Equipping Writers for Success
The Writing Life
The Writing Life
This free script provided by
Rules vs. Tools
by Moira Allen
Return to Editor's Corner · Print/Mobile-Friendly Version
The question set up an automatic conflict in my own heart. On the one hand, I'm a bit of a compulsive editor; I cannot bear to see a typo even in something as meaningless as a shopping list. On the other hand, like many creative types, I'm not a big believer in "rules," nor a big fan of people who enjoy imposing rules on others.
I suspect one reason many writers abhor the concept of "rules" is that it reminds us too much of school. In the classroom, we were told what "rules" of writing and grammar we must follow, and faced the penalty of bad grades if we failed to observe them. While creativity was often encouraged, it was never encouraged to the point of "rule-breaking." I'm sure many of us can recall the sort of teacher who was far more interested in checking the commas in our compositions than in reading what we actually said.
However, if we can't put our commas in the right places, we lose the ability to communicate clearly, or to engage the interest of our readers. If, like the t-shirt, we aren't sure whether to write "Let's eat, Grandma" or "Let's eat Grandma," we alienate readers who don't feel like wasting time trying to figure out what we meant to say rather than what we actually did say. Most of us became writers because we fell in love with the way other writers manipulated words and punctuation to make us see and feel and experience things through the printed page that we had never imagined possible. We wanted to do the same. We set out to discover how--and, quite often, got handed a list of "rules."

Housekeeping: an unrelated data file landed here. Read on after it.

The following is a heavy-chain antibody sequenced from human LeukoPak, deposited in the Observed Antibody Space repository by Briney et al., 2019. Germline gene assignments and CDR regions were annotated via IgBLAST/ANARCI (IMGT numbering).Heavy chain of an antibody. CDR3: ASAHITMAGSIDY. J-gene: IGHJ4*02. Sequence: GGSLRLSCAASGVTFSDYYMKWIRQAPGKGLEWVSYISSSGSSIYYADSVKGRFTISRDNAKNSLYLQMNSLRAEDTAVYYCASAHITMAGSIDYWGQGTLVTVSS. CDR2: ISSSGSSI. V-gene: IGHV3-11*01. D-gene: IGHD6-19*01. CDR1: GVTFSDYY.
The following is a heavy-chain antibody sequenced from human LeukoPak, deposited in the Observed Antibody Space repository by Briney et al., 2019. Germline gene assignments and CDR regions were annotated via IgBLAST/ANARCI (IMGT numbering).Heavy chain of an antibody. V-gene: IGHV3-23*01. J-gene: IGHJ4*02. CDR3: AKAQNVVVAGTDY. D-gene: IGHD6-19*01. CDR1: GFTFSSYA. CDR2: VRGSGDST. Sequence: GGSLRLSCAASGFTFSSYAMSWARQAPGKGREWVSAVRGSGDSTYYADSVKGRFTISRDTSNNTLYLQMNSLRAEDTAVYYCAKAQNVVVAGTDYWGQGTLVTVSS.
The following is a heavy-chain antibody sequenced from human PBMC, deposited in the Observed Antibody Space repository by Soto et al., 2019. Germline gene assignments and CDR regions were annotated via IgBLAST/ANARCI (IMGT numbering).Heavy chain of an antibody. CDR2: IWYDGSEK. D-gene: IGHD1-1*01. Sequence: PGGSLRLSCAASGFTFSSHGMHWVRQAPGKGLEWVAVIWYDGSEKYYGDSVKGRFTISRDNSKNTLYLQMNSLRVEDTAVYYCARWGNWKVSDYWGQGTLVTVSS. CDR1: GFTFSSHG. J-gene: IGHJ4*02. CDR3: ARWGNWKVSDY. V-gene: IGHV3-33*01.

The problem with rules is that the very word conveys a host of negative meanings and implications. Rules control us. Rules govern us. Rules constrain us. Rules translate into requirements, into the need to conform to the standards of others. They tell us what to do. They literally rule us.
Creative types tend to dislike being told what to do, even when that instruction is offered in the most well-meant and gracious way possible. To be creative is almost by definition to be a rule-bender; it is to have a penchant for non-conformance, for seeking out the roads less traveled, to find one's own way. And yet... What shall I do, if I don't want my readers to suppose that Grandma is on the menu?
Here's one possible solution: Change the rules... to tools. Because, basically, that's what they are. Grammar is a tool. Punctuation is a tool. Vocabulary is a tool. Story structure is a tool. Dialogue is a tool. Everything that we use to create our written worlds is a tool.
Once we start thinking of these elements as tools, they fit into our grasp far more easily. Tools are things that one can pick up or put down at will. We all understand the need for good tools, and the importance of being able to use those tools effectively. Just as a carpenter quickly learns that a saw is not a hammer, a writer learns that a comma is not a semi-colon. One tool serves one purpose; another tool serves a different purpose. But most importantly, all tools serve us.